January 26, 2013; Honolulu, HI, USA; NFC running back Adrian Peterson of the Minnesota Vikings (28) signs autographs for fans during the NFC practice on Ohana Day at the 2013 Pro Bowl. Mandatory Credit: Kyle Terada-USA TODAY Sports

NFL Pro Bowl Changes Fail to Address the Biggest Problem of All


On Wednesday the NFL announced a bunch of big changes to the format of the annual AFC-NFC Pro Bowl. The biggest of these changes? It will no longer be the AFC-NFC Pro Bowl. From now on the rosters will be selected via voting irrespective of conference, meaning you could theoretically have an entire game roster made of players from the NFC. The two teams will be selected via a fantasy-style draft with famous ex-players acting as captains.

Beyond this major format shift there will be some big changes to the rules. The biggest is the elimination of kickoffs (a move that will eliminate kickoff returner as a Pro Bowl position). There will also be some gimmicky stuff introduced including a two-minute warning at the end of every quarter with the team holding the ball at the end having to give it up at the beginning of the next quarter. Essentially this turns every end-of-quarter into an end-of-half situation. An artificial way of introducing more “exciting” two-minute-drill situations into the game.

More rule changes include: Defenses being allowed to play Cover-2 and press in addition to man coverage (but still no blitzing). Tweaks to the way the clock will run. A 35-second/25-second play clock being adopted instead of the typical 40-second/25-second clock.

Fans I imagine will be pretty excited about the fantasy draft format for picking teams. It does introduce a fun new wrinkle and will drum up interest at least the first time around. I suggested yesterday on Twitter – snarkily – that the league should take the next logical step and eliminate regular scoring in favor of fantasy point scoring. So instead of having touchdowns and field goals, the team that has its players rack up the most fantasy points would actually win.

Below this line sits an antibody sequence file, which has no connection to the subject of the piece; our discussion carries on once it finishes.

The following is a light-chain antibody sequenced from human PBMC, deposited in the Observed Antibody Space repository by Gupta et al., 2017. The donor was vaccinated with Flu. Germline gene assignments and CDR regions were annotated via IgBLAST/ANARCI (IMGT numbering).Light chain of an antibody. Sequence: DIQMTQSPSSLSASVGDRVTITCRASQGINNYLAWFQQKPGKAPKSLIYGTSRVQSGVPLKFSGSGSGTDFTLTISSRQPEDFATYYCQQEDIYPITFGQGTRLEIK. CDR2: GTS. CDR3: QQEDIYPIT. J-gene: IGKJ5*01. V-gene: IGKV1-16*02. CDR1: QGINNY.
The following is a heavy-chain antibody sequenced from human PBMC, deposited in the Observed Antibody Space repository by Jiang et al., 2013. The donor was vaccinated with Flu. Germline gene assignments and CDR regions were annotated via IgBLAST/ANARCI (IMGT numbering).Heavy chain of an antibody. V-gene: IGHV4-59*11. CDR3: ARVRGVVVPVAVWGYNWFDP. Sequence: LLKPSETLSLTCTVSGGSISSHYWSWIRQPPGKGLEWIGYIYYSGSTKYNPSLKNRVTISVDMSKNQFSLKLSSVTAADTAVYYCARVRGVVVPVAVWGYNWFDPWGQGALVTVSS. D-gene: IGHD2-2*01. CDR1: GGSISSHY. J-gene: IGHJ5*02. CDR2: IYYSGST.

I was being snarky but now that I look at it, that might not be a terrible thing to seriously try. In all honesty though, what will these changes do to really improve the game? Will it stop being a silly exhibition with guys running around out there at half-speed just trying not to get hurt?

And what about the biggest issue concerning the Pro Bowl, the one big thing that ruins it every year? I’m talking about the issue of star players not showing up. That is the main problem with the Pro Bowl. As long as guys like Aaron Rodgers and Tom Brady are just going to skip the game, it is going to be missing much of its star power and therefore much of its interest.

The NFL could try something really radical like fining guys for not showing up unless legitimately injured. But that would not sit very well with the NFLPA and anyway how would you go about determining the legitimacy of injuries? By that point of the year every player is technically injured. Every player in the Pro Bowl could probably bow out with injury and have it be legit.

Fact is, there is no real way to address the issue of players ducking the game. And with more and more money being on the line for these guys with each passing year? There will be more and more guys bowing out. That’s reality. And that’s why, realistically, the Pro Bowl can never be truly improved. Introduce all the gimmicks you want in choosing rosters and trying to spruce up the game action. It will still remain the lamest and most boring of all All-Star exhibitions.

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